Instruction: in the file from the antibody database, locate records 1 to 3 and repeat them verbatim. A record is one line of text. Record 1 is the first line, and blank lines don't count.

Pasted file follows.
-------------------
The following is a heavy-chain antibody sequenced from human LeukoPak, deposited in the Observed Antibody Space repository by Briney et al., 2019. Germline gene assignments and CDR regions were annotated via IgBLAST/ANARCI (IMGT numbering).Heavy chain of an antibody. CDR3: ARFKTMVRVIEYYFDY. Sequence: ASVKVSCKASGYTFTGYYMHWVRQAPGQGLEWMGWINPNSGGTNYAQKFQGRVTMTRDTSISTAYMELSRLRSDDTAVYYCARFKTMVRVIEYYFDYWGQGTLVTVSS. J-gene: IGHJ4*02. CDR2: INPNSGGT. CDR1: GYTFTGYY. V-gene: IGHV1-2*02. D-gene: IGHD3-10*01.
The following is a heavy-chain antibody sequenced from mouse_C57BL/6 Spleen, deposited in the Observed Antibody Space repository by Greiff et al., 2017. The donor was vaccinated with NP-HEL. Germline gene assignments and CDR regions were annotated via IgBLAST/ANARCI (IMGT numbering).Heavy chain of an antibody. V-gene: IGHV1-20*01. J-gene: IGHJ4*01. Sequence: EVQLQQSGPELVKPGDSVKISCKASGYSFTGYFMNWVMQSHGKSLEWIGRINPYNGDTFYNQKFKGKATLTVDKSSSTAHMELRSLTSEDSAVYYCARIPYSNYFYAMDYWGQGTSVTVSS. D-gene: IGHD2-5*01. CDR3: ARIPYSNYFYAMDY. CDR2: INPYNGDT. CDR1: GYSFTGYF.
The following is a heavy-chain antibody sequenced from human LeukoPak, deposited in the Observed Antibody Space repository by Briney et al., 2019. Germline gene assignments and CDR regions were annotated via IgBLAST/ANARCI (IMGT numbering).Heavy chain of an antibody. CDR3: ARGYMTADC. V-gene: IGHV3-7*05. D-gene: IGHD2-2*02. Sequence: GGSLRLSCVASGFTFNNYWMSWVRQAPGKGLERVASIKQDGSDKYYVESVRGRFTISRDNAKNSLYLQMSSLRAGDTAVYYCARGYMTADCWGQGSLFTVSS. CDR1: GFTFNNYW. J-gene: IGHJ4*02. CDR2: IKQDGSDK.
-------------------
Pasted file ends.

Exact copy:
The following is a heavy-chain antibody sequenced from human LeukoPak, deposited in the Observed Antibody Space repository by Briney et al., 2019. Germline gene assignments and CDR regions were annotated via IgBLAST/ANARCI (IMGT numbering).Heavy chain of an antibody. CDR3: ARFKTMVRVIEYYFDY. Sequence: ASVKVSCKASGYTFTGYYMHWVRQAPGQGLEWMGWINPNSGGTNYAQKFQGRVTMTRDTSISTAYMELSRLRSDDTAVYYCARFKTMVRVIEYYFDYWGQGTLVTVSS. J-gene: IGHJ4*02. CDR2: INPNSGGT. CDR1: GYTFTGYY. V-gene: IGHV1-2*02. D-gene: IGHD3-10*01.
The following is a heavy-chain antibody sequenced from mouse_C57BL/6 Spleen, deposited in the Observed Antibody Space repository by Greiff et al., 2017. The donor was vaccinated with NP-HEL. Germline gene assignments and CDR regions were annotated via IgBLAST/ANARCI (IMGT numbering).Heavy chain of an antibody. V-gene: IGHV1-20*01. J-gene: IGHJ4*01. Sequence: EVQLQQSGPELVKPGDSVKISCKASGYSFTGYFMNWVMQSHGKSLEWIGRINPYNGDTFYNQKFKGKATLTVDKSSSTAHMELRSLTSEDSAVYYCARIPYSNYFYAMDYWGQGTSVTVSS. D-gene: IGHD2-5*01. CDR3: ARIPYSNYFYAMDY. CDR2: INPYNGDT. CDR1: GYSFTGYF.
The following is a heavy-chain antibody sequenced from human LeukoPak, deposited in the Observed Antibody Space repository by Briney et al., 2019. Germline gene assignments and CDR regions were annotated via IgBLAST/ANARCI (IMGT numbering).Heavy chain of an antibody. CDR3: ARGYMTADC. V-gene: IGHV3-7*05. D-gene: IGHD2-2*02. Sequence: GGSLRLSCVASGFTFNNYWMSWVRQAPGKGLERVASIKQDGSDKYYVESVRGRFTISRDNAKNSLYLQMSSLRAGDTAVYYCARGYMTADCWGQGSLFTVSS. CDR1: GFTFNNYW. J-gene: IGHJ4*02. CDR2: IKQDGSDK.